The reading and lectures this week were mostly concerned with the elements of gaming as a medium, and they became very important in how Patrick and I chose which idea to go with. Particularly Objective and Conflict; my ‘nature-themed music generator’ idea lacked both of these core gaming elements, and for that reason wasn’t really selling itself as a completed concept. Tyler’s idea, with a stress meter and an element of time management, was more clearly a game by definition, and this factored heavily into why we ultimately chose his idea to move forward on developing.


#OccupyDarwinsSoldiers We are the 99%

So we have, like, a follower now. Like, a real person. Who actually followed the blog. Apparently they get like an email or something every time I post. And this terrifies me. Somebody’s going to actually read this? Do I need to be more politically correct? Should I stop describing  all my criminal activity in gruesome detail and posting nude pictures of all my girlfriends and boyfriends I’ve had since September 2012? What are they even hoping to read? I don’t even know, but hopefully this is part of it.

Well, you nonexistent readers are now part of the 99%, and thanks to horizontal resentment I can rest assured that your ire will direct towards the 1% of existent readers and not myself, as the arguable person of power in this metaphor. So idgaf

Today we colored our brick into a bunch of different colors so the game doesn’t look like sad white chalk land. Then we dragged them into the world. Exciting and pretty basic stuff, but since I haven’t watched a video since April, I appreciate him going slow.

Oh, new announcement! So if you’ll recall, I promised myself to bike 20 minutes a day, and unlike my Unity daily goal I’ve been fucking golden at the biking one. The trick came when I discovered that shoutcasted competitive L4D2 matches existed on Youtube and are really fun, so now I watch one of those while on the bike and it’s awesome. To celebrate absolutely nothing we’re adding a third once-a-day to the ole repertoire, and its an embarrassing one so thank god a real person decided to join just in time…I’m going to draw something every day until I’m a not suck artist. It’s the hugest bottleneck in my game development (other than not owning HTML5 exporter for Clickteam Fusion) so Imma just keep doing it until I can do it kinda skillfully. Whatever drawing will be posted here because otherwise I won’t remember. So without further ado, Karl the Policeman.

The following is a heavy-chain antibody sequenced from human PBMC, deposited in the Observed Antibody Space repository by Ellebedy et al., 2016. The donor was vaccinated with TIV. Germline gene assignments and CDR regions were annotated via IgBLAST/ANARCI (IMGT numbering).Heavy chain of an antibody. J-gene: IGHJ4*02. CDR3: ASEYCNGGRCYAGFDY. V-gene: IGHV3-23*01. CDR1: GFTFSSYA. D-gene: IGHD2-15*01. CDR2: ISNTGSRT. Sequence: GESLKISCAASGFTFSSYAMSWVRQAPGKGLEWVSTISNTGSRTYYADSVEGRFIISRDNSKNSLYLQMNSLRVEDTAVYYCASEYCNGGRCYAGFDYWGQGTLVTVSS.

First drawing on ipad

Don’t occupy Darwin’s Soldiers too hard, or he’ll pepper spray you.

Day 73

Today we made a brick in GIMP, but fuck GIMP I read the comments and bitches used so im using for the following reasons:

  1. fuck gimp
  2. also fuck gimp

See you next video.

day 72

Rewatched the video on Blender art. I really need to get back to those Blender videos. Wouldn’t it be cool to know how to create assets like that? I’ve just been pretty downtrodden these past few days. Hard to get back into the swing of things. But I’ll get there. Eventually. 🙂

So my friend tried to show me Flashpoint and I was legitimately interested in what sounded like an interesting premise for a show. Plus the main character is Nick from Left 4 Dead 2.

[The first episode opens with a hostage situation. A man in a busy street has a woman held hostage, a gun pointed at her temple. Police have roadblocks but are keeping their guns lowered.]
Man: Don’t you come any closer or I’ll shoot!
Police: Don’t do anything rash now etc etc
[Cut to Nick perched on a rooftop. He’s got a sniper rifle and the crazy guy in his sights. But the guy’s waving his arms and making it a difficult shot with the hostage.]
Man: That’s it! I’m gonna shoot her!
Police guy (through radio): Nick, take the shot!
[Nick starts to squeeze the trigger as the music crescendos–]
[Immediate cut to Nick’s happy family eating breakfast with him. Caption: Two days earlier.

Aaand I turned it off. I hate that narrative copout so much, and so many shows use it. I remember first seeing it used in the “Tabula Rasa” episode of Stargate Atlantis when I was 17 and hating it there too. It’s a cheap ploy to start the story with something exciting and then dial it back to the “real” beginning which is boring tripe that would make everyone change the channel were it the actual beginning. In that case, maybe consider writing a decent beginning instead using more creative ways to display the character dynamics and information. Otherwise you’re wasting your audience’s time with the plot equivalent of clickbait “Number 15 will shock you!” titles. They’re riding entirely on the audience sitting through bullcrap thinking “I don’t care what’s happening right now, I just want to see how that forced cliffhanger is resolved!”